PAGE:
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Germany

Violence growing against German civil servants

In Germany, police officers, teachers, firefighters and other public workers are increasingly becoming the target of violent acts. German Interior Minister Thomas de Maiziere plans to implement countermeasures.

"You have to listen to quite a few insults that go way below the belt," says Jürgen Augstein. He works at the reception desk in the job center in the small Bavarian town of Hof. As clients "let off the most steam" there, the agency has taken security precautions for its employees: They are never allowed to be alone with a client; they have an emergency button at their disposal and they can quickly withdraw from the situation if they are assaulted.

One simple detail that shows the gravity of the situation is the fact that office utensils, like a metal stapler, cannot lie on top of a desk because they are often thrown at employees. At a conference hosted by the Interior Ministry in Berlin, the receptionist, Augstein, reports that his desk is "cleared" two to four times a week by upset clients and then, the keyboard and phone are sent flying. In recent years, two job center employees have been killed by unemployed attackers.

Verbal and physical abuse

"For a long time now, we have observed a rise in violence and an inappropriate lack of respect towards public sector employees," says German Interior Minister Thomas de Maiziere. "We cannot accept this and will take decisive action." Not only job center workers are affected but also police, firefighters, teachers, municipal workers and tax office employees.

German Interior Minister Thomas de Maiziere

German Interior Minister Thomas de Maiziere is planning countermeasures

Public sector workers in uniform are particularly affected, especially police. It is evident in the rising numbers of injured and severely injured police officers. "They do not get kicked only once, but five or six times," says the minister with regard to the growing intensity of the violence. The hate that prevails in social networks reinforces this development. "Vulgar language is poison."

De Maiziere wants to take countermeasures by using technical equipment, like emergency buttons or bodycams mounted on police uniforms to film the officers' surroundings during police operations. Right now, a six-month test phase is running. The president of the riot police, Friedrich Eichele, believes that bodycams "make absolute sense." He is convinced that in a few years, bodycams will be standard equipment on German police forces.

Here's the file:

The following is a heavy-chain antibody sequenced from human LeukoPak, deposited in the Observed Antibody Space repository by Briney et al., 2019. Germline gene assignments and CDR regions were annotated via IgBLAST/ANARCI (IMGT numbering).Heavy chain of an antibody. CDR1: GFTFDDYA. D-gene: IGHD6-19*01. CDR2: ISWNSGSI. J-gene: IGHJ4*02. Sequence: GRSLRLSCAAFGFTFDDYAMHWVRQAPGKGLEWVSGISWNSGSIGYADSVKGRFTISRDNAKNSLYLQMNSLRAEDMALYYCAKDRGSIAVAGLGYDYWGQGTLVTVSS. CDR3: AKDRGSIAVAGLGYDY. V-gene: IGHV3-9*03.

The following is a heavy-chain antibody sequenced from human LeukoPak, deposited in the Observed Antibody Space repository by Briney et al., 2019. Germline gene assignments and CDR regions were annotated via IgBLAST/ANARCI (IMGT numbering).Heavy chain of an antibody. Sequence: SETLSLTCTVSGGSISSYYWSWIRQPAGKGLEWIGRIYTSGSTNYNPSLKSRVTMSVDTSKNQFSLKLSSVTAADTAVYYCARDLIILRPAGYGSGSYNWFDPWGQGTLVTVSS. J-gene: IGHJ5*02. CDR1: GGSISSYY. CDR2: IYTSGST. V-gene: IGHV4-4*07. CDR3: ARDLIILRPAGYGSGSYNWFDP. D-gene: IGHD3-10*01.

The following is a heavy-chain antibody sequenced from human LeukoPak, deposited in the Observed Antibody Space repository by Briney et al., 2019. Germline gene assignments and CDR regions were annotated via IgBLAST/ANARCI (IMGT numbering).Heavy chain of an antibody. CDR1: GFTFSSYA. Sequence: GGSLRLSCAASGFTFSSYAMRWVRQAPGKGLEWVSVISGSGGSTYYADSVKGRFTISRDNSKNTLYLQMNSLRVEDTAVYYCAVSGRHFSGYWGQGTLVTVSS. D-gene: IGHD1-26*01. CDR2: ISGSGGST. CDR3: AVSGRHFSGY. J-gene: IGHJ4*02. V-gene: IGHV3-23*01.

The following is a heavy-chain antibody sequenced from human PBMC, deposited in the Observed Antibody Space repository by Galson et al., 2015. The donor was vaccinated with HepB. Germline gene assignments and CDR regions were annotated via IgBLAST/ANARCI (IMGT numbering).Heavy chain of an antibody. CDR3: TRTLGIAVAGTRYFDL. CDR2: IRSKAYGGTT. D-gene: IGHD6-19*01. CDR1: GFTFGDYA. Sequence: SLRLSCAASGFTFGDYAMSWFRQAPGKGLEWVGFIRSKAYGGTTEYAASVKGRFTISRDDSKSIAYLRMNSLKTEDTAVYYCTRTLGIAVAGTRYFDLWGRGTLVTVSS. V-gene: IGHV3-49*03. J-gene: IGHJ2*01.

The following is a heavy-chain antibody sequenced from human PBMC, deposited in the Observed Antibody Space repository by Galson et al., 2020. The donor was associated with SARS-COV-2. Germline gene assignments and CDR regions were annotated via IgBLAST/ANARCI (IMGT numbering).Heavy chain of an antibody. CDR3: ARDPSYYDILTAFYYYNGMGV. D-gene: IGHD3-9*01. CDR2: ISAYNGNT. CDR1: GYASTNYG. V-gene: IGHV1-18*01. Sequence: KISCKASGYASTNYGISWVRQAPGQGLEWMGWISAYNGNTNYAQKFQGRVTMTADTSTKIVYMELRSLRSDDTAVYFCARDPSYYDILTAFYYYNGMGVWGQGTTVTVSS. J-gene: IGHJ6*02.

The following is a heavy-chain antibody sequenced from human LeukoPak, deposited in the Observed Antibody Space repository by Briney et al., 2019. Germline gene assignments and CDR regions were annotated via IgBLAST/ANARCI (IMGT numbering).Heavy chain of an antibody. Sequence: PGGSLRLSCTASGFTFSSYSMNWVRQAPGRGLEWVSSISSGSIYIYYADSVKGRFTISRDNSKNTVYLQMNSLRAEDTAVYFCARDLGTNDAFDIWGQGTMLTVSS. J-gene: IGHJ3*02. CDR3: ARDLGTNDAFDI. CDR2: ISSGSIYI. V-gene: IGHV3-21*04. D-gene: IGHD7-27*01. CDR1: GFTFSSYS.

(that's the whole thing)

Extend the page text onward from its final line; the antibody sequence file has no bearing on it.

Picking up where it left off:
Bring perpetrators of violent acts to justice

Before they get to that stage, police have to defend themselves by using other legal means, says Eichele. If a group of soccer fans chants, "We kill a policeman for every stadium ban," then it is a clear case for judicial authorities. The president of Germany's riot police hopes that if the police provide the appropriate evidence, courts will make sensible decisions on the perpetrators' actions.

An injured policeman is helped by colleagues

An injured policeman is helped by colleagues

The head of the job center in Hof, Uwe Mayer, also asks that attacks not be swept under the carpet, be they physical or verbal. His job center office presses charges when necessary and the courts usually fine the perpetrators or impose a suspended sentence. Mayer says that cases should not be dismissed because of their minor nature. It is also important for the employees in his office as they need to know that management stands behind them.

That is not the case in all agencies, schools and institutions. Affected persons often have to hear things like, "It's not such a big deal," when they report vulgar behavior or insults to their supervisors. The managing director of the German Social Accident Insurance says these people are often branded as wimps. "An insult is also inacceptable," says Breuer and it can, like a physical attack, be considered to be a work accident. In light of the 16,000 cases filed for insured Germans every year, there must be a zero tolerance policy.

Stricter penalties being discussed

German Interior Minister Thomas de Maiziere plans to ask the interior ministers of the 16 German states whether the current penalties for resistance against law enforcement are sufficient, or if they should be stricter. Furthermore, the minister suspects that in Germany, a false impression has been created of a citizen being a customer who must always be treated well by the state, regardless of their own behavior. This, of course, does not reflect reality. That is why there is a necessity for "a major social debate about treating each other with respect, courtesy and decency."

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